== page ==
Graham Peacock: Paint, Process and Spirit at the Edmonton Art Gallery

Lelde Muehlenbachs. ArtPost. Spring (1988)

A large, five-year retrospective of paintings by Graham Peacock at the Edmonton Art Gallery (November 21-January 16, 1988) is a mile? stone for Edmonton's abstract painting movement. Taking a bolder, more colourful route than many of his prairie colleagues, Peacock, like Frank Stella, shows just how far an artist can put himself out on a limb, jar the most seasoned viewers and make a mag?nificent visual contribution. 

These heroic abstractions pack an encyclopedic amount of visual information, raw emotion and a quest for spirituality through colour. The installation itself, tightly hung by the Edmonton Art Gallery's new director, Roger Boulet, gives a sense of carnival-like totality, a by-product of so much visual stimuli. Originally from England, Peacock, a professor in the University of Alberta's Department of Fine Art, fully realizes what North American razzmatazz when it comes to colour can offer an intrepid, serious painter. 

Putting informed bets on acrylic alchemy by developing his own gel over the last decade, Peacock discovered a way of drawing that created allover fields when paint dried, shrank, separated or crazed. The inclusion of these early pictures elucidates the route to the most radical works here. 

To move beyond just crazing, Peacock now makes paintings by draping canvas into many large wooden troughs that fill his studio and pooling wet paint into wet, again and again. He liberally collages chunks of old camas, Styrofoam and plastic tubing to these surfaces. A host of surface textures emerge. Shorelines, cellular structures, Hawaiian pahoehoe lava and Landsat photographs are an impoverished list of what he conjures up. 

Colour field, too mild a classification, gives way to colour topography. Peacock's clean, clear colour, acid hues, occasional metallics, strident colour relationships and idiosyncratic configurations often a result of the technical process, all effect a surprisingly wide expressive range. 

Peacock is surely the most progressive picture-cropper around. His unconventional supports whether ovals, upside-dawn fear drops or odd geometric shapes arc cropped out of lengths of canvas a." a response to the visual dynamics occurring. These supports don't just echo a picture but add to the momentum set up by internal colour relationships. Frequently a private dialogue between frame and plane is suggested. One such work, the stately Starry Night titled after ?van Gogh's landscape, scents electrified with deep blues and blacks anti swirling textures. It's sparked by a powerful logic that can he discerned in spite of the clutter formal analysis might have. The beauty of Peacock's pictures lies in the tact they don't live up to conservative preconceptions. 

While the most recent works return to traditional four sided formats they continue his inventiveness. Raw canvas edges become lyrical halos for the basic shape of a field. 

Peacock's paintings can be as complicated as life itself. One comes away from this intense show grateful for being able to say, "why not?"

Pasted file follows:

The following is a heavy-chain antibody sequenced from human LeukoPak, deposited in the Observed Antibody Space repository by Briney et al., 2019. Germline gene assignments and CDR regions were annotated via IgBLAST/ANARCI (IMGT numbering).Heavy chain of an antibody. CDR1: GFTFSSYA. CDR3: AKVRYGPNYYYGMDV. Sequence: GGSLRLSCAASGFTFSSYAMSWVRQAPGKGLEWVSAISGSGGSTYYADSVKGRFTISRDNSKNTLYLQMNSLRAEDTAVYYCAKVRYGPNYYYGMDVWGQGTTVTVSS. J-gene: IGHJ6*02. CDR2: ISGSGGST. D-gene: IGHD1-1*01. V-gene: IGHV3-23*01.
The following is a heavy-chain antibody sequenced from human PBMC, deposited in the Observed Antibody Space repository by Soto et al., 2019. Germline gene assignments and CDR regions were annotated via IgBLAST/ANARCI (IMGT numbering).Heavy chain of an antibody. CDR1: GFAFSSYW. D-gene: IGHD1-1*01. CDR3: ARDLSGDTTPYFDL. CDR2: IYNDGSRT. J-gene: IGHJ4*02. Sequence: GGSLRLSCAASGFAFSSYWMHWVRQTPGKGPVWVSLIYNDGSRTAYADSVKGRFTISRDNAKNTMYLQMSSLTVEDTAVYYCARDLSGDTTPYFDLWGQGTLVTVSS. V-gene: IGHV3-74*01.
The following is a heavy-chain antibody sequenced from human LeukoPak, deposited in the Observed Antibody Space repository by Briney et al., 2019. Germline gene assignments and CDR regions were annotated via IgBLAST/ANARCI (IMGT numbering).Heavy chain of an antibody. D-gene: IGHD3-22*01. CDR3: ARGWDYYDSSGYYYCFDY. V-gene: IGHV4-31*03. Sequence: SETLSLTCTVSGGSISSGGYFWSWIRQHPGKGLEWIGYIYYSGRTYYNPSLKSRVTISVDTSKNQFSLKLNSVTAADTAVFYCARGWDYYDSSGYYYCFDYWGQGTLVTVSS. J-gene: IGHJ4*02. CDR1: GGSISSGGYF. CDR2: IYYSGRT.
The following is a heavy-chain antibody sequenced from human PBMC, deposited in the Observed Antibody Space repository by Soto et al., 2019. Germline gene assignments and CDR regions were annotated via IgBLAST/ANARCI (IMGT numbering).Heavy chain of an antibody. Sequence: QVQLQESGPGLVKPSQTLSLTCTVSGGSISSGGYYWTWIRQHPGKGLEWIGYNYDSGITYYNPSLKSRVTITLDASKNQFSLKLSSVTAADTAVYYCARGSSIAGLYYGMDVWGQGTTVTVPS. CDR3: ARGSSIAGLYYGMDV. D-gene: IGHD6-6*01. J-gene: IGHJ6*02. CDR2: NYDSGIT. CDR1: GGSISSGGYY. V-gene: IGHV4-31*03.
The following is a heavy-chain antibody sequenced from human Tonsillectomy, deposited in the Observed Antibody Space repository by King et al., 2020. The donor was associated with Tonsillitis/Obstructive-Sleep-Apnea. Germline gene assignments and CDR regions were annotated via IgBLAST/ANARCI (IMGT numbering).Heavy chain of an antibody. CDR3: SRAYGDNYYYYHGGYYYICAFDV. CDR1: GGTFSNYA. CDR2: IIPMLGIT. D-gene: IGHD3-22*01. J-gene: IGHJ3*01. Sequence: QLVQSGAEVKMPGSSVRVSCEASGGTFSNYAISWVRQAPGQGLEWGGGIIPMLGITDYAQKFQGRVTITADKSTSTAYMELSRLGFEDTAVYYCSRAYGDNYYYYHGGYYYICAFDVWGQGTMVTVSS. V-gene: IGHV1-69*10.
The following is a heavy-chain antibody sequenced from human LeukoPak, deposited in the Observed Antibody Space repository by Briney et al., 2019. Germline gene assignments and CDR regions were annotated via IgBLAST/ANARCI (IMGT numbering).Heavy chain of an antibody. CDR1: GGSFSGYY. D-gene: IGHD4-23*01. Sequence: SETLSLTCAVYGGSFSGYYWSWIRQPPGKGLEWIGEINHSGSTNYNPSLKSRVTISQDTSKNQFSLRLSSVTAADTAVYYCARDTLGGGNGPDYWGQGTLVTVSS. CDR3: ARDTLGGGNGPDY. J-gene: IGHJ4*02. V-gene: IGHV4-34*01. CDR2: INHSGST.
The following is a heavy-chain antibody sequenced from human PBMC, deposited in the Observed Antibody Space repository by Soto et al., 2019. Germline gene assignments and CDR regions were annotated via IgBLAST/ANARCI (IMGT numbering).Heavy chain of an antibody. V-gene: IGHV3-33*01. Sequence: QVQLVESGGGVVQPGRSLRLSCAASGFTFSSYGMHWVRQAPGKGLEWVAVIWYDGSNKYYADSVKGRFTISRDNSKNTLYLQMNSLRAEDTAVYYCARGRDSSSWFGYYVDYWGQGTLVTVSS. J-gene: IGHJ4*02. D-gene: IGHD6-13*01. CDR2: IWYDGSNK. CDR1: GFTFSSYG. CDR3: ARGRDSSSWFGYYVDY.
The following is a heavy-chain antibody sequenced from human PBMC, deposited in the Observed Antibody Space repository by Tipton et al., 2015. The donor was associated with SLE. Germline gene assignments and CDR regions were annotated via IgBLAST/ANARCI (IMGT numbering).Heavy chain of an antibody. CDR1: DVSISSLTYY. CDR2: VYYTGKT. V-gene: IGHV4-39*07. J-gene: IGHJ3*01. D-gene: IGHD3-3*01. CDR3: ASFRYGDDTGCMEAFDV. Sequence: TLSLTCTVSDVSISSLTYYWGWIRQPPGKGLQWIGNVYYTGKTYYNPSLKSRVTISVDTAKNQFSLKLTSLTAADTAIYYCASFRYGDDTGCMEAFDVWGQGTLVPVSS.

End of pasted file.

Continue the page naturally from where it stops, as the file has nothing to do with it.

In December, two young talented painters Gerald Faulder and Mitch Smith turned part of their warehouse studio space in the Millar Building into an accessible temporary gallery, setting a welcome trend and providing a much needed alternative to conventional shows. They came off as their own best judges. 

An abstractionist. Faultier also showed his watercolour landscapes, some darkly emphatic and executed with a Goodridge Roberts-type directness and assured freedom. Faultier exemplifies a seasonal tendency among several local, abstract painters to transform into plein-air realists in the summer. Like those of his colleagues, Faulder's landscapes have little to do with his ambitious abstractions. His slowly-wrought acrylics on paper contain intuitive drawing which plays hide anti seek with sprayed grounds in either muted or dayglow hues. These reflect ideas round in his lame abstractions of the past year. Faulder's gentle thoughtfulness really starts to pulse when he chooses to intensify his colours. 

Much Smith tins superb collages thereby adding a fresh twist to the local scene. While Motherwell may lurk behind his sensibility 77e Little Canadian prison with its dripped vertical striations makes a direct reference to Motherwell's The Little Spanish Prison pf 1944 - Smith stays clear of the American master's refinement. Smith's work is marked by a poetic clarity that exists despite the rawness of pedestrian, found materials and the nonchalance and expressionistic, albeit responsive, paint handling. 

Since hitting on the spontaneity of small collages during the Triangle Artists' Workshop, founded by Anthony Caro, in Pine Plains. New York in 1986- where he made brilliant use of paper towels - Smith has at last found a way to successfully merge collage with his major canvases. Until recently. these have depended on strong, lyrical drawing, a result of thinly-stained, overlapping veils in limited colours. In addition to corrugated cardboard anti stray papers. Smith also uses carpet underlay anti a flexible tin insulation wrapping that comes in a seductive turquoise blue.